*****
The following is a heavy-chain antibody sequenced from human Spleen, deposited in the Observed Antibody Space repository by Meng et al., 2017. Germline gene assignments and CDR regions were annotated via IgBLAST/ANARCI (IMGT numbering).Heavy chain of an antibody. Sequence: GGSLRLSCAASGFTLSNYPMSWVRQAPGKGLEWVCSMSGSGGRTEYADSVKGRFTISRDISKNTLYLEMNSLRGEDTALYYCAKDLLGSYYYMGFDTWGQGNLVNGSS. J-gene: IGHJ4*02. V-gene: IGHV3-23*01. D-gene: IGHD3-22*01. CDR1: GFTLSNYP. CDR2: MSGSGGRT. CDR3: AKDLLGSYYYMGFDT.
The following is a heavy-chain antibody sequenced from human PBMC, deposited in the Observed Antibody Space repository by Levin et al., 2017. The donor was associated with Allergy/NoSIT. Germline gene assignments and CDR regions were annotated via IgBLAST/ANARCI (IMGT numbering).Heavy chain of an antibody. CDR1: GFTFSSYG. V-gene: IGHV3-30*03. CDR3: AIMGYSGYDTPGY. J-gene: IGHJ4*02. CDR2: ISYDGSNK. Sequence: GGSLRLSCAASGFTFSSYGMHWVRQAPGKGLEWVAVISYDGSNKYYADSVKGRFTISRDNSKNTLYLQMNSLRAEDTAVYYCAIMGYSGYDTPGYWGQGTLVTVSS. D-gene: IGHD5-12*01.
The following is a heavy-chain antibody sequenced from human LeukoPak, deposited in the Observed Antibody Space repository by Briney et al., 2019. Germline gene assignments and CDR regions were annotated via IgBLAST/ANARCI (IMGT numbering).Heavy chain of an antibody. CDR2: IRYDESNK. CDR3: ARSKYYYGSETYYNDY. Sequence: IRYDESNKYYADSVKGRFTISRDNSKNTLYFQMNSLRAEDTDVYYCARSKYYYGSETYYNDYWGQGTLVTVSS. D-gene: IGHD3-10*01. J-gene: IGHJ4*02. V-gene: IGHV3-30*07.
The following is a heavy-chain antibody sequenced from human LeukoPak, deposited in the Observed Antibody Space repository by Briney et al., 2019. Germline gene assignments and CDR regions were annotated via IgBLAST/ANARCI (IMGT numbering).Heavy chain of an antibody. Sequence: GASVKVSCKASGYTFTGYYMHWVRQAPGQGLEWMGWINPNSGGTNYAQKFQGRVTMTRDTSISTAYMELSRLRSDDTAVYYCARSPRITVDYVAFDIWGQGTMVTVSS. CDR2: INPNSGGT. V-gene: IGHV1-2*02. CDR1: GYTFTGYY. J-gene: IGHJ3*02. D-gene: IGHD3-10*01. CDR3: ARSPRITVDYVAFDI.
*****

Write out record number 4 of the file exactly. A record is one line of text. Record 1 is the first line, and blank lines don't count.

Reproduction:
The following is a heavy-chain antibody sequenced from human LeukoPak, deposited in the Observed Antibody Space repository by Briney et al., 2019. Germline gene assignments and CDR regions were annotated via IgBLAST/ANARCI (IMGT numbering).Heavy chain of an antibody. Sequence: GASVKVSCKASGYTFTGYYMHWVRQAPGQGLEWMGWINPNSGGTNYAQKFQGRVTMTRDTSISTAYMELSRLRSDDTAVYYCARSPRITVDYVAFDIWGQGTMVTVSS. CDR2: INPNSGGT. V-gene: IGHV1-2*02. CDR1: GYTFTGYY. J-gene: IGHJ3*02. D-gene: IGHD3-10*01. CDR3: ARSPRITVDYVAFDI.